Isadora Loza Ferreira de Sousa is 15 and lived until two months ago in Monsenhor Horta, Mariana Province, in Minas Gerais. According to the Brazilian Institute of Geography and Statistics (IBGE), the region has a population of 1,740, of whom 889 are women. The city is part of the history of Brazil, but today it is not the most famous in the historical circle of Minas Gerais. It is considered a rural area in the Mariana, and most of its inhabitants make their living from farming. Isadora grew up in this context. The girl with a passion for studying history, when she learned that the law allows – even without the age of 16 – to expect the withdrawal of her voter registration, insisted on carrying out the operation.
“You can see that history repeats itself over time. We, the youth, are the ones who can change, because the older person already has a concept of the world. I voted and made my own decisions. I was always a kid who watched the paper and loved to pursue politics. As soon as I knew I could have the address. I wanted it. I talked to my parents and didn’t ask, I just told them I was going to take it. My dad suggested I remove it later, but I made it clear I’m trying to raise awareness as much as I can, which is why I made a point,” he commented.
Resolutely, Isadora went with her mother to the Electoral Office. “While I have a sexist father, I have a very strong mother, who is against all that. So, from the beginning, she supported me and went with me to take the title. My mother taught that you should not vote void white, because it was very difficult, especially for us women, to be We have the right to vote directly.” Isadora described the feeling she felt when she had the document in her hands. “I grew up as a citizen. It was an incredible feeling,” he revealed.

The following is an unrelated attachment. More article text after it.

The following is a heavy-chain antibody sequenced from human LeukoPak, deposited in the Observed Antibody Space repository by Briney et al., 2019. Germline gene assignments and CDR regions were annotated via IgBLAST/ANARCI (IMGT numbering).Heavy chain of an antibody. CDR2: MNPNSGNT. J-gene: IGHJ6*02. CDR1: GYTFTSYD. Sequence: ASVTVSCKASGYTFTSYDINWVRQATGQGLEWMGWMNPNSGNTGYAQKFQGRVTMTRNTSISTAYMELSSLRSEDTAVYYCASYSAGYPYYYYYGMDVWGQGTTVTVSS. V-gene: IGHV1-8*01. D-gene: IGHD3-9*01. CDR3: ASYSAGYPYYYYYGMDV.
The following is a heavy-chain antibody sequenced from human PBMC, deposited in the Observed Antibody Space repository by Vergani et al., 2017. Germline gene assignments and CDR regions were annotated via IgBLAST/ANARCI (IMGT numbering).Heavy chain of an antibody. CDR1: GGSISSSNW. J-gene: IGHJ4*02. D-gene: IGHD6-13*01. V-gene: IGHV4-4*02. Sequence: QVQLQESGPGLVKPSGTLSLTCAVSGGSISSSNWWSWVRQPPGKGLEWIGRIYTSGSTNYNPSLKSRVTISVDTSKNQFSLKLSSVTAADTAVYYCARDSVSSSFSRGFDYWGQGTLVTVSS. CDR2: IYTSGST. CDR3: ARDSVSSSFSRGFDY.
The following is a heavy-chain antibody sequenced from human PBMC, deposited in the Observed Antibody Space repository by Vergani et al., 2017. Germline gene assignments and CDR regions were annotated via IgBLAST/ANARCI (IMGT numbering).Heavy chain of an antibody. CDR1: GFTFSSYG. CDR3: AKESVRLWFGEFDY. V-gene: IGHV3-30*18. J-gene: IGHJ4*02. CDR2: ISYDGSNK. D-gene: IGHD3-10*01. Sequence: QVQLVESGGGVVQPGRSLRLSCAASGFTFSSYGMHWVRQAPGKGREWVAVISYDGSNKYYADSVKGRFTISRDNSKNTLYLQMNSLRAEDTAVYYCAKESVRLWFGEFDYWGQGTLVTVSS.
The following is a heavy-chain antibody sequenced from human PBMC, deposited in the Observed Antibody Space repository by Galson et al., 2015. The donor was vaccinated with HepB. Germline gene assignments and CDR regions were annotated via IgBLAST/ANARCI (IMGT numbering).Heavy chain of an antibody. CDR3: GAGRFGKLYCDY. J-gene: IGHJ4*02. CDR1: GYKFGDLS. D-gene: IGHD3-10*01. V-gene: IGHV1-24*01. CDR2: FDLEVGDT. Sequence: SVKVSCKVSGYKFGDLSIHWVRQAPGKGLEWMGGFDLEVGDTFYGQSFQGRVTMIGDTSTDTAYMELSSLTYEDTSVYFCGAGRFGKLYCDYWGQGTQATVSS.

Isadora was informed by the study, but also encouraged by information from the Supreme Electoral Tribunal (TSE). The agency’s campaign to encourage the registration of 15- to 17-year-olds has had an impact. In the first three months of this year alone, 1.1 million teens registered to participate in the October elections. This figure is significantly higher than the figure recorded in the first quarter of 2018, the year of the last presidential elections, when 877,000 young people sought the Electoral Court to secure their right to vote – an increase of 25.4%.
Last month, TSE promoted Young Voters Week, educating the public about the importance of participating in the casting process. On March 24 and 25 alone, over 90,000 bonds were issued to under-18s.
Artists and influencers
Political scientists point to another factor that explains the increased interest of young people: The TSE campaign won the spontaneous adhesion of artists and digital influencers, such as singer Anitta. Close to the dialogue with this part of society, they helped reinforce the message of the importance of voting to solve the country’s problems in a democratic environment.
Among the young voters counted by the Supreme Electoral Tribunal is Annabel Almeida, 17, a student at the Public Education Unit in Recanto das Emas, in the Federal District. In her final year of high school, she said she was encouraged to get the title. “I think it is important for young people to make this movement to contribute to Brazilian democracy. I also did the title because I want to help remove Bolsonaro from power. If all the teens I know vote against him, I’m sure that would be a great help.”